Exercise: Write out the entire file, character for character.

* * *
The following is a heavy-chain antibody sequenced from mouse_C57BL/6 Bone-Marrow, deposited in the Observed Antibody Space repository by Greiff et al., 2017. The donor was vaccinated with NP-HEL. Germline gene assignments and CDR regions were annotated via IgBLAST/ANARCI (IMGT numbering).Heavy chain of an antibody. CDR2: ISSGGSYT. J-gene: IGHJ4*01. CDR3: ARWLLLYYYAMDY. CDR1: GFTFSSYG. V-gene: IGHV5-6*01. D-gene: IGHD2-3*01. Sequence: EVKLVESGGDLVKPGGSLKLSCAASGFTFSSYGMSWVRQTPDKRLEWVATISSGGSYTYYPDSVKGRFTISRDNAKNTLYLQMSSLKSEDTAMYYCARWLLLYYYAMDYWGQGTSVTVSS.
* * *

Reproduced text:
The following is a heavy-chain antibody sequenced from mouse_C57BL/6 Bone-Marrow, deposited in the Observed Antibody Space repository by Greiff et al., 2017. The donor was vaccinated with NP-HEL. Germline gene assignments and CDR regions were annotated via IgBLAST/ANARCI (IMGT numbering).Heavy chain of an antibody. CDR2: ISSGGSYT. J-gene: IGHJ4*01. CDR3: ARWLLLYYYAMDY. CDR1: GFTFSSYG. V-gene: IGHV5-6*01. D-gene: IGHD2-3*01. Sequence: EVKLVESGGDLVKPGGSLKLSCAASGFTFSSYGMSWVRQTPDKRLEWVATISSGGSYTYYPDSVKGRFTISRDNAKNTLYLQMSSLKSEDTAMYYCARWLLLYYYAMDYWGQGTSVTVSS.